Having had his break after Zwartboek, Paul Verhoeven eases back into film-making mode with “Steekspel” [Eng. Title: Tricked], by using it as a ‘creative-battery-recharging’ project. It’s a moderate success because, despite its meagre fifty minutes, the pint-sized featurette manages to package a coherent narrative with several twists and turns.
It is Remco’s (Peter Blok) fiftieth birthday and his dutiful wife Ineke (Ricky Koole) has meticulously organised a party at their home. However, an unexpected visitor comes calling – his former mistress Nadja (Sallie Harmsen), with a very visible baby bump, which raise eyebrows all around and sets tongues wagging in hushed tones. After all, his affair was known to everyone, including his grown-up children and Ineke herself. It sets the tone for a series of soap-operatic events that’ll follow.
Remco had been a serial philanderer all through his marriage, which Ineke had only been too aware of. She tacitly tolerated his numerous affairs because they never last for a long period, and he invariably also returns home every night. However, she couldn’t tolerate Remco being the father of Nadja’s child, and has threatened to leave him if it turned out to be the case.
That is however what Nadja will claim to Remco in private – that he is the father, and his business associates will use this pretext to blackmail him into selling the company in which he and Ineke have a stake. To complicate matters, he’s also having an ongoing affair with his daughter Lieke’s (Carolien Spoor) best friend Merel (Gaite Jansen), whom his son Tobias (Robert de Hoog) also fancies…
Kim van Kooten penned the first few pages of this topsy-turvy script before it was put up online, for crowd-sourcing input from public for the remainder of the film. Nearly 700 scripts were received, and van Kooten and Verhoeven sifted through a shortlist to pick and choose elements that gelled with the initial pages for completing the film. As a result, three other writers also appear in the film’s credits. The unusual project has apparently been one arduous exercise, and is highlighted in an accompanying documentary titled “Paul’s Experience”, where Verhoeven talks about the creative process and how it was a unique cinematic project – a glorified ‘Making-of’ if you will, which is presented alongside the film.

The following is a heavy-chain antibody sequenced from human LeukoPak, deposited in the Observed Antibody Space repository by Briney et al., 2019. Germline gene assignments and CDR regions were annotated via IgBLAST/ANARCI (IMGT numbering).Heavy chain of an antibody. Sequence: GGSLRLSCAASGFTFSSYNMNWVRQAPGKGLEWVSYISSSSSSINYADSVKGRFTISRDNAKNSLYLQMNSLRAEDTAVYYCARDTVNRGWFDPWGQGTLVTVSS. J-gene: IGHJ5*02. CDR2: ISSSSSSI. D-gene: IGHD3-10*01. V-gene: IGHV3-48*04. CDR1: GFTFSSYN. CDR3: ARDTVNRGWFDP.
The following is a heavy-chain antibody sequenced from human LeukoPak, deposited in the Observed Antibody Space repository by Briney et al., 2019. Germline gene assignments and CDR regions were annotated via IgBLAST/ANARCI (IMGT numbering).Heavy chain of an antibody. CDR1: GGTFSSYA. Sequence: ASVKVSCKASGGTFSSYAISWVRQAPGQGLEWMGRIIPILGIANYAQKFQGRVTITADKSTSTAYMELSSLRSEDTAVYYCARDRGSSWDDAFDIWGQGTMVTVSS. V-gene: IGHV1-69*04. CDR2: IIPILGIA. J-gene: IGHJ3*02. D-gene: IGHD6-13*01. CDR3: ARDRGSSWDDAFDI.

If employing too many ‘cooks’ could’ve easily ended up as mishmash in the wrong hands, Verhoeven uses it to his advantage by accommodating the additional twists and turns in the plot whilst retaining their connection. Besides, shooting each scene in succession, with the actors and even he not knowing what happens next, make them all the more credible, and encourages audience engagement. While the overall tone of the film is that of a typical ‘mainstream’ TV sitcom, it nevertheless entertains as much as it intrigues the viewer. We see Verhoeven make a film after a hiatus, and that at least is reason enough to watch it – Recommended Viewing..!
The Nudity: Gaite Jansen
By Paul Verhoeven’s own standards, the nudity in this film is relatively mild, consisting of two scenes that feature a cute and topless Gaite Jansen – her character is the object of interest for father-son duo Remco and Tobias. In the first scene Merel flashes her breasts for Tobias’s camera, telling him that he could now jack-off without having to photoshop her face to someone else’s. The second is when Remco and Merel jump into bed while discussing the reappearance of Nadja. But I wonder – among all of them who submitted script for the film, didn’t anyone even consider for a moment that Tobias might perhaps be interested in something more than Jansen’s modest little titties, alluring as they may be! Blimey, did I just complain there?! 🙂